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Older and Wiser: Unaffordable housing puts seniors at risk of homelessness

Affordable housing is vital to ensure there is a healthy aging population on the North Shore, says Coates
Margaret Coates, the co-ordinator of Lionsview SeniorsÂ’ Planning Society, talks on the importance of affordable housing for seniors. | BrianAJackson/iStock/Getty Images

It is not news to most of us on the North Shore, and let’s face it, across Canada, that the lack of affordable or adequate housing is a critical issue facing Canadians.

It is a problem for all, from first-time buyers who see no way to own a property themselves to seniors who are finding it harder to rent an affordable place on the North Shore. Sadly, some seniors are being forced to relocate after making the North Shore home for much of their lives and, more seriously, some may be at risk of homelessness.

All of us would agree that the availability of affordable, accessible, and suitable housing for current and future residents of the North Shore is essential for creating an inclusive community.

With the North Shore seniors’ population growing larger demographically, affordable housing becomes one of the cornerstones supporting a healthy aging population.

Housing options can allow older adults to age in place and remain in their community their entire lives.

Housing that is close to amenities such as libraries, shops, recreation and seniors’ centres, medical centres, parks, and good transportation can provide opportunities for social interaction and allow older adults to remain independent in their own homes and to be engaged with their community.

While most of the people who are working on solutions to the housing crisis concede the work involved in creating change is challenging and, at times, nearly impossible, that has not stopped them from stepping up to work on the issues in a variety of ways.

A group which has focused on affordable housing for several years is the Community Housing Action Committee (CHAC) sponsored by North Shore Community Resources Society.

This intrepid group is “an independent, non-partisan group of volunteers and experts who educate, undertake research and advocate to increase affordable housing options and policies in the community”.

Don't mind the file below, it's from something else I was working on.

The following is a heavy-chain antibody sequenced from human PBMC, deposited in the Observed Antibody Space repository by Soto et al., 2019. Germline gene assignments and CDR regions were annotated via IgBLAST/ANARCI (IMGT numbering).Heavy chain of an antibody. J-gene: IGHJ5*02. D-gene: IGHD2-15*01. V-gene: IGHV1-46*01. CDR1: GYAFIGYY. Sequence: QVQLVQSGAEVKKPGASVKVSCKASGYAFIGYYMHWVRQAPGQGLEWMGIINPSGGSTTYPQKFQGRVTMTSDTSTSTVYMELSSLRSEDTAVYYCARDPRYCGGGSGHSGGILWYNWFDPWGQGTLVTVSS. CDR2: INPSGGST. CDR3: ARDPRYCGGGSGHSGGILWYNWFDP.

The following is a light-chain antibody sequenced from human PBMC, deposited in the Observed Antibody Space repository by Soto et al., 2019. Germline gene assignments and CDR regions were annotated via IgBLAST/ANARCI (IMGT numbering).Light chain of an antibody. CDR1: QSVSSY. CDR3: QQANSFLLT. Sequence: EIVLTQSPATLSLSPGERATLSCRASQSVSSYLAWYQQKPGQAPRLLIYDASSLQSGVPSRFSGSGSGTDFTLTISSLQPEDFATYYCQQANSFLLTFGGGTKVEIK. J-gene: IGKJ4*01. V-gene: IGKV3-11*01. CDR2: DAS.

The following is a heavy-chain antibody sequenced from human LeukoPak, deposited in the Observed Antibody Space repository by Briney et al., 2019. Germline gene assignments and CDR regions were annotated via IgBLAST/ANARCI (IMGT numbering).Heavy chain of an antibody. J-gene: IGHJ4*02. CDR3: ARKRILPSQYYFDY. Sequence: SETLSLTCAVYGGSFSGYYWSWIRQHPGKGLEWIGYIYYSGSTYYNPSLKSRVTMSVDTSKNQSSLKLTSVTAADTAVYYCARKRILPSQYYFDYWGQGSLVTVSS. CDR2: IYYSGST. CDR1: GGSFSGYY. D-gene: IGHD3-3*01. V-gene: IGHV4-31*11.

Led by Don Peters, who recently and deservedly won the 2023 BC Community Award for his work on housing, CHAC has been working with municipalities and developers to increase the affordable housing stock on the North Shore.

An exciting project which began February 2023 is the North Shore Housing Solutions Lab.

Renewable Cities, which is a special initiative of the Morris J. Wosk Centre for Dialogue at Simon Fraser University, and Hollyburn Community Services Society, are exploring housing opportunities for older adults living in primarily single-detached homes on the North Shore who express an interest in secondary suites and home sharing.

The solutions lab has been working with “older adult homeowners living in single detached homes to identify and address barriers that prevent them from considering options such as home sharing, secondary suites and accessory dwelling units”.

Sharing homes through renting space or building a secondary suite are good options for seniors who are finding it difficult to maintain their residence because of the work involved (garden maintenance, housework), and the rising cost of taxes, utilities, and repairs.

Sharing with someone provides support in meeting these challenges, whether it be a companion, or a person who shares chores and contributes to the senior’s income through rent. Over half of single detached homes in Canada have only one or two people living in them.

If just a fraction of homeowners on the North Shore takes up the option of sharing their space or creating an additional housing unit, it could create many new homes for residents.

Rebekah Parker, project and engagement co-ordinator of the Housing Solutions Lab, says that “through our dialogue workshops we heard about the challenges of living with someone you don’t know – we want these program prototypes to be holistic and supportive from start to finish, both for renters and homeowners.”

She said that “participants in the dialogues also expressed optimism about the potential benefits – new relationship connections, extra income and added security of having someone else around”.

Homelessness or people at risk for homelessness on the North Shore is not, as many of us think, unrealistic, given the income levels. In fact, statistics have shown that this situation is a reality. To mitigate the issues for seniors around homelessness or the risk of it, as well as being a partner in the North Shore's Housing Solutions Lab, Hollyburn Community Services Society works hard on behalf of these at-risk seniors.

The program called Seniors at Housing Risk Outreach Program aids seniors (over 50) by providing outreach workers to help find appropriate and affordable housing, fill out application forms, make connections to income supports, and provide referrals to mental health care or primary healthcare providers as needed. The program can be reached at their direct intake line: 604-968-3721, or at their website

The situation for housing solutions, though seemingly hopeless, is at least being worked on in a variety of ways. Hats off to these groups.

Margaret Coates is the co-ordinator of Lionsview Seniors’ Planning Society. She has lived on the North Shore for 52 years and has worked for and with seniors for twenty-seven of those years. Ideas for future columns are welcome – email [email protected].